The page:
Tivoli was an important holiday area from the Roman era through to the Renaissance and is famous for its beautiful sunsets. Villa Adriana (the 2nd-century palace complex), designed by the Roman Emperor Hadrian, the Villa d’Este, with its palaces and gardens, and Villa Gregoriana, with its wooded park, waterfall and caves are all of interest.
Other nice towns to visit include: Campodimele (a compact circular stone town surrounded by forest in the Aurunci Mountains that produces circerchie and favette), Castel di Tora (a medieval town with a spectacular setting on a peninsula on a lake which produces cheeses, grains, and beans), Civita di Bagnoregio (an Etruscan hilltop town which produces charcuterie), San Donato Val di Comino (a hilltop medieval town near the Abruzzo National Park which produces olive oil and goat and sheep cheeses) and Sperlonga (a seaside town between Napoli and Roma).
Roma enjoys a hot, southern Mediterranean climate and easy access to the vegetable fields of southern Italy. Romans love all types of vegetables, especially artichokes: several varieties are found here. Sweet peppers, green beans, onions, peas, lettuce, and broad beans from Accumoli, Atina, or Bolsena are excellent. There is also an unusual type of pale green broccoli called broccoli romanesco which looks more like cauliflower but has pointy conical florets. Broccoli romanesco is typically sautéed with garlic and chilli. Roman zucchini has good flavour and is pale green with ridges. Many types of lettuce and greens are grown in and around Lazio – or found wild in the countryside – including chicory, lettuce, crescione (watercress), pimpanella (small burnet), caccialepre (common brighteyes), agretti / barba di frate (opposite leaf Russian thistle), borragine (borage), porcacchia (little hogweed), and rucola (rocket). Puntarelle (catalogna chicory) is the heart of the ciccoria plant and is popular here served sliced in a salad with anchovy paste. It is soaked in ice water before dressing. Other types of chicory are eaten raw, boiled and dressed, or steamed and dressed. Herbs grown locally include sage, Roman mint, pennyroyal, bay leaf, rosemary, marjoram, and basil.
Other traditional ingredients include veal, beef, wild boar, tripe, salt cod, doves, broccoli, celery, carrots, chilli, tomatoes, and garlic.
Pasta is always popular in Lazio and a couple of the most famous pasta sauces originate here: cacio e pepe (cheese and pepper) and l’Amatriciana (with tomato, pancetta and onion). Soups are also enjoyed here. Rice is less common in Lazio aside from in supplì (sweet fritters) and stuffed tomatoes. Romans are known for uncomplicated cooking such as simply roasted lamb, castrated sheep, pigs, and goats. Locally produced pork products such as lardo, guanciale, l’onto, strutto, and pancetta feature in many local traditional dishes. Dairy products are important, especially those made with ewe’s milk: Pecorino Romano DOP, and ewe’s milk ricotta. Other cheeses include fior di latte (cow’s milk mozzarella), Mozzarella Campana DOP (of buffalo milk), and provatura.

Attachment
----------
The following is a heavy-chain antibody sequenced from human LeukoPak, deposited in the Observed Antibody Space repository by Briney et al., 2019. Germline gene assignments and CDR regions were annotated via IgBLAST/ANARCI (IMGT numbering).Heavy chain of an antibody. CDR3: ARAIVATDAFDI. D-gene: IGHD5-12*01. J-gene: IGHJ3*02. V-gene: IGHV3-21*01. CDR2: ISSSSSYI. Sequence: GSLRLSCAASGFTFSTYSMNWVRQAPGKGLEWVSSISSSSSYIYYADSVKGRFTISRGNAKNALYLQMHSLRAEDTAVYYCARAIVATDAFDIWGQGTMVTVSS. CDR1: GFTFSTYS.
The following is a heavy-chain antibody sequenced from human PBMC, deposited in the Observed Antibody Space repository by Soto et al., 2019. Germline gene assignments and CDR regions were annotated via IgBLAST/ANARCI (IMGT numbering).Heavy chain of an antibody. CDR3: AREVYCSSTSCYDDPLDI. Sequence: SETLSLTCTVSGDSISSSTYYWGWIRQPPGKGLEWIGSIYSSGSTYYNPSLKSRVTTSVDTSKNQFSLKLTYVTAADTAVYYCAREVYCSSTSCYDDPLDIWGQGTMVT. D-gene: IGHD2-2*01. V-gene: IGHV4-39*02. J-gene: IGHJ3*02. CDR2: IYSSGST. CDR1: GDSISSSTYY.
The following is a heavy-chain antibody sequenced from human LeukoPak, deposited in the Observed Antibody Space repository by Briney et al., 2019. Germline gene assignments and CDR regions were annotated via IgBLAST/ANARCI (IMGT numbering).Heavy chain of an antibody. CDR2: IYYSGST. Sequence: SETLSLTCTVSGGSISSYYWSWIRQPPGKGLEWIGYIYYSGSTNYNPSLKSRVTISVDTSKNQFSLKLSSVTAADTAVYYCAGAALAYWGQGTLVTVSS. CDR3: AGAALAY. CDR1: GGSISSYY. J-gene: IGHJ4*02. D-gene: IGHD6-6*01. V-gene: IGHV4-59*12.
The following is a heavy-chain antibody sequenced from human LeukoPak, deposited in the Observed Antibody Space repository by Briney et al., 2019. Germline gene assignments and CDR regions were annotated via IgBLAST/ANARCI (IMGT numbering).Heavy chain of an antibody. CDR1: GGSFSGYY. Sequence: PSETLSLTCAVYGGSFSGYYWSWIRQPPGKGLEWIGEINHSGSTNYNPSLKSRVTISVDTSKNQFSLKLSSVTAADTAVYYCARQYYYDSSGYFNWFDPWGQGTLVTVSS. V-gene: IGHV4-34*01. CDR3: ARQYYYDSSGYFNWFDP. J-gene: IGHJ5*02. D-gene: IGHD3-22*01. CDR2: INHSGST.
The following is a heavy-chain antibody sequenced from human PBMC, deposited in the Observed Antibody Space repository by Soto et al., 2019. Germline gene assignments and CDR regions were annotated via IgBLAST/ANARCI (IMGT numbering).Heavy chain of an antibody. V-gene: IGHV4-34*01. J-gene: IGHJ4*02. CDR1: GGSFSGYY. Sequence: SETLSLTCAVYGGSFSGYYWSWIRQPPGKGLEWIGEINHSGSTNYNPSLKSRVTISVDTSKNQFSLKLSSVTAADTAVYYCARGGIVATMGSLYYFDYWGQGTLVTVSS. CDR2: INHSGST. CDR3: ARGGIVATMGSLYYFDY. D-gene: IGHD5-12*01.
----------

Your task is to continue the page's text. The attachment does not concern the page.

Fish from the sea and lakes include calamari (squid), merluzzo (cod), triglie (mullet), sogliola (sole), gamberi (shrimp), spigola (sea bass), ciriole (small eels), capitone (large eels), corregone (whitefish), persico (perch), luccio (pike), tinca (tench), latterini (sand smelt), arzille (skate), sardine (sardines), and even storione (sturgeon).
Roman cuisine is hearty and earthy. Despite having a diversified culinary history and chefs from all over the world cooking for the important families of Roma, the region’s food never strays far from its peasant roots. Guanciale (pig’s cheek) and lard – as well as herbs and aromatics – are still used for flavouring dishes of pasta or vegetables. Grilled meats and fish are popular, as well as vegetables in all their guises.
In ancient times, as the Roman legions went abroad to conquer new land they discovered new ingredients and brought these back to Roma. The noble Romans learned the art of banqueting from the Greeks and it became desirable to serve expensive and rare foods from abroad as intricately prepared as possible. Many dishes were created for presentation rather than flavour. As such the creation of mock versions of real dishes came into vogue because was viewed as demonstration of culinary skill. Artistic performances added to the theatre. It was only in the Renaissance age that less expensive food, prepared simply, began to attract a following.
Today food is still at the centre of social relationships in Roma. The Romans are known for their love and appreciation of art as well as good cooking. They enjoy the ceremony and celebration of sharing a good meal and eating out in the many restaurants the city has to offer. (At one time it was illegal to light a cooking fire due to the risk of fire so people frequently ate their hot meals out and just served cold food at home.)
In the past, many Romans were poor and could not afford the more ‘noble’ cuts of meat. With the help of the butchers of Testaccio, a popular neighbourhood in Roma, they created dishes using offal and cheaper cuts of meat, the so-called quinto quarto (or fifth quarter). These include garafanato (braised ox, beef, or lamb with rosemary, lard, marjoram, wine, tomato, nutmeg, and cloves), coda alla vaccinara (oxtail stew made with lardo, white wine, tomato, and celery), and rigatoni con la pajata (rigatoni pasta with pecorino romano cheese and a tomato sauce with tripe from a calf, lamb or kid goat, ham fat, spices, and wine). Meat dishes are often served in small portions and without accompaniments except perhaps for potatoes or a vegetable. See recipes from Lazio here.
Jews have resided in Roma for over 2000 years and so there is a long tradition of Jewish culinary dishes here. These specialities include pizza ebraica d’erbe (vegetable pie), fiori di zucca ripieni fritti (stuffed fried zucchini flowers), and carciofi alla giudia (deep-fried artichokes).